Diffractive lens offers good intermediate vision

Fresno, CA-Assessments of the intermediate vision and quality of life of patients in whom an apodized diffractive IOL (AcrySof ReSTOR, Alcon Laboratories) was implanted indicate that the lens provides excellent near vision, very good levels of intermediate vision, and uncompromised distance vision compared with a control monofocal IOL (AcrySof, Alcon Laboratories).

Fresno, CA-Assessments of the intermediate vision and quality of life of patients in whom an apodized diffractive IOL (AcrySof ReSTOR, Alcon Laboratories) was implanted indicate that the lens provides excellent near vision, very good levels of intermediate vision, and uncompromised distance vision compared with a control monofocal IOL (AcrySof, Alcon Laboratories).

Eighty percent of the patients with the diffractive lens were independent of glasses after lens implantation, according to W. Andrew Maxwell, MD.

"The [diffractive] IOL is designed to provide a full range of freedom," said Dr. Maxwell, a private practitioner in Fresno, CA. He and his colleagues evaluated the IOL to determine whether this was the case.

"The results are similar to those of previous studies.

"The thing that is important about our results is that the mean near uncorrected visual acuity (UCVA) was almost 20/20, whereas the control patients had a mean near visual acuity of about 20/50 (logMAR vision, approximately 0.4). The near best-corrected visual acuity was similar between the two groups, the distance UCVA in the clinical trial was very close to 20/20 in most patients with the [diffractive] IOL and 20/20 with the monofocal IOL," Dr. Maxwell said.

The data for the intermediate vision at 50 cm showed that the difference between the control lens and the diffractive lens was significant in favor of the diffractive lens, he reported. "Most patients with the [diffractive] IOL saw 20/32 compared with 20/40 with the control IOL. At 60 and 70 cm, the results were essentially the same for the two IOLs. The vision at 50 cm would allow the patients to perform most visual tasks at the computer or using intermediate vision," he explained.

Considering independence from spectacles, which Dr. Maxwell defined as never having to wear glasses, 80% of the patients who received the diffractive lens had an overall independence from glasses for distance vision, 90% of the patients with the diffractive IOL never wore glasses, and 80% of the patients never wore glasses for near visual tasks.

"Compared with the monofocal controls, interestingly, only 60% of the patients were independent of glasses for distance," he stated.

When asked on the questionnaire whether they were having difficulties with day and night vision, the patients in both groups responded similarly before implantation of the IOLs. The patients used a scale of 0 to 4 to rate their vision, with 0 indicating no trouble and 4 indicating substantial trouble.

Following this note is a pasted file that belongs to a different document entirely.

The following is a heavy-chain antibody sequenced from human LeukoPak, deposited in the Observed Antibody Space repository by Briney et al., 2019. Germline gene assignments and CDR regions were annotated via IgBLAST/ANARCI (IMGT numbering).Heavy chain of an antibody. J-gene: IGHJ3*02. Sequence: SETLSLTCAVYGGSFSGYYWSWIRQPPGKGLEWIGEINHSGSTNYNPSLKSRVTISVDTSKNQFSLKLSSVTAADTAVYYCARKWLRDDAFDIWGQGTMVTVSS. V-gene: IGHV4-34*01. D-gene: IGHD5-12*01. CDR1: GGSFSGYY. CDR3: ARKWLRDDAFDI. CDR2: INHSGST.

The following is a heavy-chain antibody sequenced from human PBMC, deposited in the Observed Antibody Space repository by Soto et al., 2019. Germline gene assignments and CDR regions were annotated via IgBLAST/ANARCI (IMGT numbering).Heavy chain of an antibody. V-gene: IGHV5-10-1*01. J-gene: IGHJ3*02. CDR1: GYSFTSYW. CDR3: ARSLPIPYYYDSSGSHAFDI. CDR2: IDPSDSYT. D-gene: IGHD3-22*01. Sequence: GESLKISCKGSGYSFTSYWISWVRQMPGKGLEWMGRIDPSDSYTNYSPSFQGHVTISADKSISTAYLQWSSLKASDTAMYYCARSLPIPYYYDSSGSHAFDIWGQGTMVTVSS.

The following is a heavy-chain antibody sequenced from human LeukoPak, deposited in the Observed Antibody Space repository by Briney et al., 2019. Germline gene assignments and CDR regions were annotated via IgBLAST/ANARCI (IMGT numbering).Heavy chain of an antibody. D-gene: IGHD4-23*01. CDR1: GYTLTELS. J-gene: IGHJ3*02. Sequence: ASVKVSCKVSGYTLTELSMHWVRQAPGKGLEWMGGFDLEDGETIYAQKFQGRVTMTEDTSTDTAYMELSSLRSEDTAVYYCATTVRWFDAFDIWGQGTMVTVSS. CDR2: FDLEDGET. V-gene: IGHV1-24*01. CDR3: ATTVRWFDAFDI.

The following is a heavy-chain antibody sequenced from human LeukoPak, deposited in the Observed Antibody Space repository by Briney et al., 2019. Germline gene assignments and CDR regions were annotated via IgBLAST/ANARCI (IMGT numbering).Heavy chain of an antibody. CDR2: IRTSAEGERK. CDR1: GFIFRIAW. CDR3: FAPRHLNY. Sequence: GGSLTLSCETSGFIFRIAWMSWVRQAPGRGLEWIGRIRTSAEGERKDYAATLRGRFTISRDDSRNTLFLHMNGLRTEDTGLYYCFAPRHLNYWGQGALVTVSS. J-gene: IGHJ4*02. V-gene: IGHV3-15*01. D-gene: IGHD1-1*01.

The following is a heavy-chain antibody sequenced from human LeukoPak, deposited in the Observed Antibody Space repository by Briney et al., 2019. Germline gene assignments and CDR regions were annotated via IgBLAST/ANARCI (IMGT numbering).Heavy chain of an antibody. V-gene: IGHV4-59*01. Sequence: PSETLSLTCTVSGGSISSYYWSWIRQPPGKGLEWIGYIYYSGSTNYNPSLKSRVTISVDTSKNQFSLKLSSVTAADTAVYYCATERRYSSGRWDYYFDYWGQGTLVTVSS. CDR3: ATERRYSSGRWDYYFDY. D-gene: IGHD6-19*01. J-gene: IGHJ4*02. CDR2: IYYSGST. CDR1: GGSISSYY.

"The quality-of-life results showed that patients' day and night vision with the [diffractive] IOL and the near and distance vision activities were statistically significantly better than the controls. In addition, the subjects' overall satisfaction with their vision after [diffractive lens] implantation was statistically significantly better than the control patients," Dr. Maxwell reported.

The patients' expressions of satisfaction with the visual outcomes were virtually identical to the responses on the questionnaire to difficulties with day and night vision. "The patients with the [diffractive] IOL had no subjective vision complaints," he said.

Also, the problems with glare were similar preoperatively in both groups. Postoperatively, the patients with the diffractive lens had slightly fewer problems with glare compared with the control patients. The difference did not reach significance, however.

"When the patients were asked to rate the quality of vision, the results were equal preoperatively between the two groups. However, postoperatively, the patients with the [diffractive] IOL rated their quality of vision better compared with the controls," he said. "This result was highly statistically significant [p = 0.0001]. The overall satisfaction with their vision was the same preoperatively, but postoperatively, the patients were more satisfied with the [diffractive] IOL than with the control IOL [p = 0.0001]," he said.

"The [diffractive] IOL is designed to provide excellent near vision. I think it provides very functional intermediate vision and causes low degrees of visual symptoms with a compromise in the distance vision. The subjective, validated quality-of-life questionnaire showed that there was a high level of satisfaction on the part of the patients with the [diffractive] IOL. In the clinical trial, 80% of the patients did not wear glasses after the study was completed," he concluded.